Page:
Fantasy Melbourne Underground rail map

Former Premier Jeff Kennett reckons Melbourne needs a subway system. That’s not likely in the immediate future, but if it ever were to happen, here’s what it might look like, courtesy of master mapmaker Adam Mattinson.

Adam, who previously designed the Melbourne 2047 fantasy rail map and the Melbourne 2070 fantasy rail map, says he was inspired by the famous Tokyo subway map:

Of course, this is another “money being no limitation” example, and you need to imagine Melbourne is as densely and centrally populated as Tokyo, but that’s part of the fun.  The subway network is meant to exist alongside the existing network, so most of it was closing the gaps in the network and making it more orbital.  I imagine it similar to the Tokyo version where it’s mostly underground, with a dozen or so entries to the surface per station.

He sought to apply the connectivity of the Tokyo subway system and the aesthetic of its famous map to Melbourne:

I’ve been to Tokyo a couple of times now, and I’m enamoured with their subway network, not just the efficiency of it, but also the map, the signage and overall design. This has been the biggest challenge of these projects, everything was from scratch, with the objective of recreating the aesthetic of the Tokyo system.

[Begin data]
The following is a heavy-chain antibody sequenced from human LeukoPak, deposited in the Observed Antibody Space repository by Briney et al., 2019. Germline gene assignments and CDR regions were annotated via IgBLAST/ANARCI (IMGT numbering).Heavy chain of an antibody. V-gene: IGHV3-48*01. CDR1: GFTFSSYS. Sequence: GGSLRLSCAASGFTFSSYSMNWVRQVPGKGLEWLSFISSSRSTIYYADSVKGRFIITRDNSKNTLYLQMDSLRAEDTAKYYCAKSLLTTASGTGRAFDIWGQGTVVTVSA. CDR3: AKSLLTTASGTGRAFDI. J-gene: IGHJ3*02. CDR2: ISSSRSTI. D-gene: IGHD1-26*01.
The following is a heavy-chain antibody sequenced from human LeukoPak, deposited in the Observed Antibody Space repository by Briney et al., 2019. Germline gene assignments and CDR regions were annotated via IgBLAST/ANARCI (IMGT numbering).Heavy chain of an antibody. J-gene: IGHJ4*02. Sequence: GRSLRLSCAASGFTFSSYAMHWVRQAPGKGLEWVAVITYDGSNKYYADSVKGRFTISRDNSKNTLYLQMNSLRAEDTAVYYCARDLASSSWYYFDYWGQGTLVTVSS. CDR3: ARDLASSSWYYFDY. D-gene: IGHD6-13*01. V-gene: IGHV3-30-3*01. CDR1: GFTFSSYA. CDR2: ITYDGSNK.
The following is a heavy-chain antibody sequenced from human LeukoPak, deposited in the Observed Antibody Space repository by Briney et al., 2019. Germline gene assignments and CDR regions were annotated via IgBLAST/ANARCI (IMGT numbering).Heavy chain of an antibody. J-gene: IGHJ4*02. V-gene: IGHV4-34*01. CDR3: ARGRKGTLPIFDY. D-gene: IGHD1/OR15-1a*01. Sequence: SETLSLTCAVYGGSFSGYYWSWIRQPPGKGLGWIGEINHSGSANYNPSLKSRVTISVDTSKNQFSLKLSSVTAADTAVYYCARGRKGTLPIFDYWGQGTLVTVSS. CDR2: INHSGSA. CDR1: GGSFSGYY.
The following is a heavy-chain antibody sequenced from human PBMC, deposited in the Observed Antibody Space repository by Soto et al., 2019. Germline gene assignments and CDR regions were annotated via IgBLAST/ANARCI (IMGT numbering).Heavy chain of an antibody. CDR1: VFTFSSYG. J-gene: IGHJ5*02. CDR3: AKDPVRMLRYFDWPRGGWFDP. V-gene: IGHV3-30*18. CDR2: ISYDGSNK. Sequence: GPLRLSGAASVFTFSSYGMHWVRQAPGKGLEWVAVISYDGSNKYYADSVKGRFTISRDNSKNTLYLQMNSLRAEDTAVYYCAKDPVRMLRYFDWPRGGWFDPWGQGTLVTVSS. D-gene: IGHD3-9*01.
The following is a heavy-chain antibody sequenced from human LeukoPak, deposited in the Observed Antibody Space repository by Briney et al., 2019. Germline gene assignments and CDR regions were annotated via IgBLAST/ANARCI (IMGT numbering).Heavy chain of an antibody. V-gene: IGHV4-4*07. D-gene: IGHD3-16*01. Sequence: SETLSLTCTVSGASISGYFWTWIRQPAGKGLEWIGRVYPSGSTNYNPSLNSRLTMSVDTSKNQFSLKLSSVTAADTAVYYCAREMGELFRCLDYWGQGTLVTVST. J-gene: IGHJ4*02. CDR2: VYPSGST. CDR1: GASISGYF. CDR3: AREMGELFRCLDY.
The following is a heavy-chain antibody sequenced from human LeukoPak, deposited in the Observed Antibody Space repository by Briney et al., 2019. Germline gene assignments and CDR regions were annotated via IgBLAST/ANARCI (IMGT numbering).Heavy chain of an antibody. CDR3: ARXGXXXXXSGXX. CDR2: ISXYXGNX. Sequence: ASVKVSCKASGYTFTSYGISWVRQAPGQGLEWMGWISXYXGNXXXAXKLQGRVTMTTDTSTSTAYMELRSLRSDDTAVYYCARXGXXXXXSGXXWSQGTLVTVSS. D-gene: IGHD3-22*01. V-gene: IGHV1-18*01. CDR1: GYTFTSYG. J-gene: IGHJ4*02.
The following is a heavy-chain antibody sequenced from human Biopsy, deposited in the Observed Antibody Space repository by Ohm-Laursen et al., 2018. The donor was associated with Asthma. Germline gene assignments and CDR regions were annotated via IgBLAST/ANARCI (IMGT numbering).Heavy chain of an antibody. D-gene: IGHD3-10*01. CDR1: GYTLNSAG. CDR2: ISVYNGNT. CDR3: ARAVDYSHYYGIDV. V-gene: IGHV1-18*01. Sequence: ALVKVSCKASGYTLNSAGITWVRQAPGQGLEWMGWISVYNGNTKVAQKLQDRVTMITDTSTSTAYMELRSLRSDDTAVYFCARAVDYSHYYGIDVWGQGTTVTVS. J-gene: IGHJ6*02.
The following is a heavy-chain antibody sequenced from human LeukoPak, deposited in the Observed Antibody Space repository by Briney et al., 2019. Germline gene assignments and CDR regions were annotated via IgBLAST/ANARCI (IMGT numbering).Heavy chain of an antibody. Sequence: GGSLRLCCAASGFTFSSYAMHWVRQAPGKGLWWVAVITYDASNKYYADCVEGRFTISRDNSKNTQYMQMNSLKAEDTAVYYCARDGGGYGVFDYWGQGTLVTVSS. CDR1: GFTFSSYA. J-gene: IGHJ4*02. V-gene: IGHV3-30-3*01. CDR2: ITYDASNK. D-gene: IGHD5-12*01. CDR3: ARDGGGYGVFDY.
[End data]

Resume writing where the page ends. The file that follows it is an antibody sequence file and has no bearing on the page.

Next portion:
He started the design of the Melbourne network by plotting major activity centres onto a map:

Where there was a gap that above ground rail didn’t fill, I drew an arrow that formed a loose alignment for a subway line. This was refined using locations for potential stations – for the locations of stations I loaded the post office and school locations as a rough representation for where population clusters/retail centres would be located. Lastly, connectivity was considered, the locations of existing train stations and tram interchanges played a part in the final course of the subway lines.  This subway exists in the same “world” as my 2048 tram map, so I incorporated that into the design as well.  

The design of the map itself closely follows the feel of the Tokyo original, in terms of colours and symbology. There are station signage mock-ups at Adam’s web site that are almost a replica of those in the Tokyo underground stations, only with Melbourne locations instead. There’s also designs for the surface level station exits.

“So while it is a mapping exercise”, he say, “I did try and make it a functional network as well.  I’d love to hear a professional opinion on what factors would be considered when created a project of this scale, but in the mean time enjoy this version from the perspective of a cartographer/dreamer”.

Portion of fantasy Melbourne subway map